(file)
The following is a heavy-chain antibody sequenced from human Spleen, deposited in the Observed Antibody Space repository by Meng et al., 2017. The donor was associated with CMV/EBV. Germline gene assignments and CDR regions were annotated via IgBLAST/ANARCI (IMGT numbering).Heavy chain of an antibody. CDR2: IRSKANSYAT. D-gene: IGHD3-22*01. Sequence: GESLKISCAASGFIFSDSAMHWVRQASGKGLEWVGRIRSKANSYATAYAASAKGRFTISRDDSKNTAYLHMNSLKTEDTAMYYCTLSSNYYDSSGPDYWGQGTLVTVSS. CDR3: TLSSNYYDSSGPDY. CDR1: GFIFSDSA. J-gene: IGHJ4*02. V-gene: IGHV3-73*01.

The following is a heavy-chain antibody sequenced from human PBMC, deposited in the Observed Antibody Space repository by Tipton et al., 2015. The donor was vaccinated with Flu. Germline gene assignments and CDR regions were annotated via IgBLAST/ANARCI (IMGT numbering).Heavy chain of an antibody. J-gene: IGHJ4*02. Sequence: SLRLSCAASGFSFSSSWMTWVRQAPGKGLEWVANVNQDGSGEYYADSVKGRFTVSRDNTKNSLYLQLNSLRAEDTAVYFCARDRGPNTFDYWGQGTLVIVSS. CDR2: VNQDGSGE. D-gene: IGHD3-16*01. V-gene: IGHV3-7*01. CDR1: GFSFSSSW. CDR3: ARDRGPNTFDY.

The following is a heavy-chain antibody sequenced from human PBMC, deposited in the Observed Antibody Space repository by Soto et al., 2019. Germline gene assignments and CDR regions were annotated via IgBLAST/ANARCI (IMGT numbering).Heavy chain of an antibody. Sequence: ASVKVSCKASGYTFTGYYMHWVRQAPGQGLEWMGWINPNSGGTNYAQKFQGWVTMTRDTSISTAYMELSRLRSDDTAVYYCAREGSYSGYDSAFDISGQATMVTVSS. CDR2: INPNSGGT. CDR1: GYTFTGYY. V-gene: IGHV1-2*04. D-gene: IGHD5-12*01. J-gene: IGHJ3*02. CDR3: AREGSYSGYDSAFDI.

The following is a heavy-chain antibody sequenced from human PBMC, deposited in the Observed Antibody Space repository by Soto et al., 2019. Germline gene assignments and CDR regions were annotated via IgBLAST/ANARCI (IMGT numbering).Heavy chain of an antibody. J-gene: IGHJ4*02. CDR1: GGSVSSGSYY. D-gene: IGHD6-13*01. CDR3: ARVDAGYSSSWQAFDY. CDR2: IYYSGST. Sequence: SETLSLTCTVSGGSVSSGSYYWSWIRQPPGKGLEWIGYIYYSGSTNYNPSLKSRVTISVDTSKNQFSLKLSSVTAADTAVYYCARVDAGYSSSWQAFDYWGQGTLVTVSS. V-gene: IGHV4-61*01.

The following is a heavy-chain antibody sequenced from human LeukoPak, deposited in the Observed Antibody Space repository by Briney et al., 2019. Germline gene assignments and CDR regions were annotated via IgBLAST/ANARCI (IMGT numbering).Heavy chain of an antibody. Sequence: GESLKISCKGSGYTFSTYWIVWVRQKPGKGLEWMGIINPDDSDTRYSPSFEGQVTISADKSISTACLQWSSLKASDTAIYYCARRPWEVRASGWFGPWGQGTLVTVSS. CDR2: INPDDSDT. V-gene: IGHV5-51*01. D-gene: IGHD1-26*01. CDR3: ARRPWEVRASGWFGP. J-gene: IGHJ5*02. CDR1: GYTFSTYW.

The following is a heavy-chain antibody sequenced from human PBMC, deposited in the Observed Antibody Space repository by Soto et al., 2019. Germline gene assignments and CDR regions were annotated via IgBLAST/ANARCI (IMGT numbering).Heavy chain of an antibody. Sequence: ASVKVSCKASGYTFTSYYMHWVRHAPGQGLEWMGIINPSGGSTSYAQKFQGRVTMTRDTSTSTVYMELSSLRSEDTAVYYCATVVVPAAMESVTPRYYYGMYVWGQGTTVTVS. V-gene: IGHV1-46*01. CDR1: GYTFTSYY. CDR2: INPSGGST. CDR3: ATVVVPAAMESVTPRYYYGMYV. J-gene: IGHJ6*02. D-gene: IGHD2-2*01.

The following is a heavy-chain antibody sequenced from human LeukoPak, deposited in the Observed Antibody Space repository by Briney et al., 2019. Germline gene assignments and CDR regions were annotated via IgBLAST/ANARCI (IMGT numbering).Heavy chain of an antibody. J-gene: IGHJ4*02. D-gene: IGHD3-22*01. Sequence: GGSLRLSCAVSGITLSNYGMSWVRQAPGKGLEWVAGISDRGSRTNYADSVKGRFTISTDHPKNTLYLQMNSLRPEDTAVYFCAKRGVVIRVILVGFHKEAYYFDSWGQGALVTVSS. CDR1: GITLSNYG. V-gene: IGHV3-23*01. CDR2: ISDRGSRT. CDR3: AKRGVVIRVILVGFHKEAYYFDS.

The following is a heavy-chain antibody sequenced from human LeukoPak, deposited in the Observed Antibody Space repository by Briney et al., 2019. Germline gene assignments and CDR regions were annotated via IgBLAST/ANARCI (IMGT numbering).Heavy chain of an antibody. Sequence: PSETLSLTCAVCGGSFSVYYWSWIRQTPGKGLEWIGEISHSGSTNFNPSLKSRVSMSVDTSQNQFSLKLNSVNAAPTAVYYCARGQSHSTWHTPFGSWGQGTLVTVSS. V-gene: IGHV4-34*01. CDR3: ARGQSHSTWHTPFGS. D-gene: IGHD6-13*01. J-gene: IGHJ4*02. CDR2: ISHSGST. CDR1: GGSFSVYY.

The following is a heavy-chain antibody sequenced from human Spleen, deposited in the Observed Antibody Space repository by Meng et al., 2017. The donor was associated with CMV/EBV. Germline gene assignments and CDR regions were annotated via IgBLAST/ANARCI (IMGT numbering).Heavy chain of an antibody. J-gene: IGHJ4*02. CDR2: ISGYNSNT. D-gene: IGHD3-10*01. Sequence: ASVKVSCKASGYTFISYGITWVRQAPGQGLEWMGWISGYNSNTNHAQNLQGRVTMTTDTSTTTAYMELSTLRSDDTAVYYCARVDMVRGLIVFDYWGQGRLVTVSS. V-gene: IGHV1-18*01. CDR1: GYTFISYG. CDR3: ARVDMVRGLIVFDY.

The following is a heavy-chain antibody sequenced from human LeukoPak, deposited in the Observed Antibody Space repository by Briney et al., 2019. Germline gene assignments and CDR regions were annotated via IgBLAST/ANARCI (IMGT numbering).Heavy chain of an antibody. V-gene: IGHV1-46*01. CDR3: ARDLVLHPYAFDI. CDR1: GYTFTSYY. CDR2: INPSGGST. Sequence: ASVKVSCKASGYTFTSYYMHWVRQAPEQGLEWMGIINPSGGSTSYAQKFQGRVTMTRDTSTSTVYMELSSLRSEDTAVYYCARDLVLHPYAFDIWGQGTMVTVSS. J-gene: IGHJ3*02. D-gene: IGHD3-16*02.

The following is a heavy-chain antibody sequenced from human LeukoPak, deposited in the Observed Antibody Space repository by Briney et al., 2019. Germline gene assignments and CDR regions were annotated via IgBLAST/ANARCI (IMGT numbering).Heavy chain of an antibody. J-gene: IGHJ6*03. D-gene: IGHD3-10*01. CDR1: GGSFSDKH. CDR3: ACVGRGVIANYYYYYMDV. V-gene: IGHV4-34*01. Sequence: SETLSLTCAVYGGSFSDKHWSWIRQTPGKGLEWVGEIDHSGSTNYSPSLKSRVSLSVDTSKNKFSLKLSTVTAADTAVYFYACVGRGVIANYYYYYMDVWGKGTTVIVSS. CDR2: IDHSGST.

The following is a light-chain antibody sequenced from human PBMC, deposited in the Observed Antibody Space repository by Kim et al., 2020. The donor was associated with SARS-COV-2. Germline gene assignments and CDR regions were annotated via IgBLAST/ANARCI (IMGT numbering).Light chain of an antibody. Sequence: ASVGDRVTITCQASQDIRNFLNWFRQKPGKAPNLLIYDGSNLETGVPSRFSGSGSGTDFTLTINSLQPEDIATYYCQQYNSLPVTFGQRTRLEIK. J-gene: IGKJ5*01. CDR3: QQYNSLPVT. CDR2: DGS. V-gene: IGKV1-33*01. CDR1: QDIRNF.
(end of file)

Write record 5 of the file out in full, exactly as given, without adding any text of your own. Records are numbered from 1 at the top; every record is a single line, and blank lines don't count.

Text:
The following is a heavy-chain antibody sequenced from human LeukoPak, deposited in the Observed Antibody Space repository by Briney et al., 2019. Germline gene assignments and CDR regions were annotated via IgBLAST/ANARCI (IMGT numbering).Heavy chain of an antibody. Sequence: GESLKISCKGSGYTFSTYWIVWVRQKPGKGLEWMGIINPDDSDTRYSPSFEGQVTISADKSISTACLQWSSLKASDTAIYYCARRPWEVRASGWFGPWGQGTLVTVSS. CDR2: INPDDSDT. V-gene: IGHV5-51*01. D-gene: IGHD1-26*01. CDR3: ARRPWEVRASGWFGP. J-gene: IGHJ5*02. CDR1: GYTFSTYW.